Abbotsbury Subtropical Gardens, on the edge of the Dorset heritage coast, were first established in 1765 under the auspices of Elizabeth, the 1st countess of Ilchester. She built a mansion here, overlooking the sea, as her second home (no longer in existence). An 18th century walled garden, still in existence, was established to grow vegetables for the kitchen. It was later developed to include a 20 acre rare and exotic plant garden.
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In 1808 under the auspices of the 3rd earl of Ilchester the fields around the garden were enclosed for woodland plantings. The 4th earl, a botanist and European flora expert, added a larger range of plants, including ones from South America. The woodland provided a perfect habitat for plants from China, Japan, and the Himalayas. The 5th earl continued the family tradition by tripling the size of the garden and adding more plants to the garden collection. In 1899 a catalogue showed that there were over 5000 different plants.
In the late 1960s the gardens, after years of neglect, were restored. In the 1990s additional plants from New Zealand, Mexico, and the Far East were added. The 21st century gardens are both formal and informal with the woodland being semi-wild. There are walled garden walks and woodland valley views. The garden is especially noted for its camellia groves and magnolias. Its rhododendron and hydrangea collections are also of importance. There are red Himalayan rhododendron and Chusan palm trees. There is a Jubilee Sculpture trail in one part of the garden.
Visit the gardens through the seasons to enjoy their full beauty and different colours. In spring daffodils, tulips, and the Chilean lantern tree bloom in the woodland areas. Go in mid-March to see camellias that include the unique collection of crimson and pink Kunming cultivars. In bloom along the valley floor are candelabra primulas overshadowed by magnolia flowers. Rhododendrons also flower in the spring. Catkins are found along the Secret Walk. Golden pheasants are in abundance strutting around the woodland. Ravens and woodpeckers like the gardens as well.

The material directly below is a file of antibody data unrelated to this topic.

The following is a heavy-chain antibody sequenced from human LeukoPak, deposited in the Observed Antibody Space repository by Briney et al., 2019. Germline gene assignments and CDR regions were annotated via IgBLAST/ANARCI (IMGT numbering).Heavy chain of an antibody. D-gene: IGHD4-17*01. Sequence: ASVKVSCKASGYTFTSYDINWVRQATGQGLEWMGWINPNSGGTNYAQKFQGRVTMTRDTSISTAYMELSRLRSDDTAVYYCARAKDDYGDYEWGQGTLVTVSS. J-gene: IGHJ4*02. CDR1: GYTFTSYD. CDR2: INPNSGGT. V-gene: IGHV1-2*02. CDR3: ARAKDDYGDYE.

In the summer woodland shrubs bloom as do late rhododendrons. The Chilean fire bush adds red flowers to the mix. Follow the Hydrangea Walk to see these beautiful flowers, especially the cobalt blue ones. Summer flowering trees are the magnolia and japonica. Look for the specimen wingnut tree by the walled garden entry, listed as a Champion by the Forestry Commission. The garden is also home to the national collection of hoheria, the New Zealand lacebark tree, with their white flowers. Herbaceous borders bloom in the summertime.
The Victorian garden shows off its colours now. Bananas, cannas, castor oil, cosmos, geraniums, dahlias, and croscosmia love the hot weather. The Mediterranean garden is planted with South African bulbs and succulents. Colours run riot with blue agapapanthus, red-hot pokers, and yellow Euryops pectinatus. Tree ferns, hostas, and primulas grow in abundance alongside the woodland stream.
Autumn sees the colours of gold and crimson predominate as Japanese maples, red oak, and ginkgos contribute bright fall foliage. Climbing over the trees with its crimson leaves is vitis coignetiae. The Victorian garden and Jungle glade with their sub-tropical plantings still contribute colour at the autumn. Gingers bloom with vibrant orange flowers. Lanterns and floodlights provide an after dark show during half-term holiday. In winter berries come into their own as do early flowering camellia and traditional winter flowering plants.
Abbotsbuy Gardens won the Historic Houses Association/Christie's Garden of the Year award for 2012.
Abbotsbury Subtropical Gardens
Bullers Way, Abbotsbury, Dorset
9 miles west of Weymouth on B3157 to Bridport
Tel. 01305 871387
Open: March-Nov, daily, 10am-6pm; in winter until 4pm
Self serve restaurant; shop
Insider Tip: Allow at least a half day to fully enjoy the garden and all it has to offer. Combine the day with a trip to Abbotsbury Swannery. Chesil beach is only a few miles away.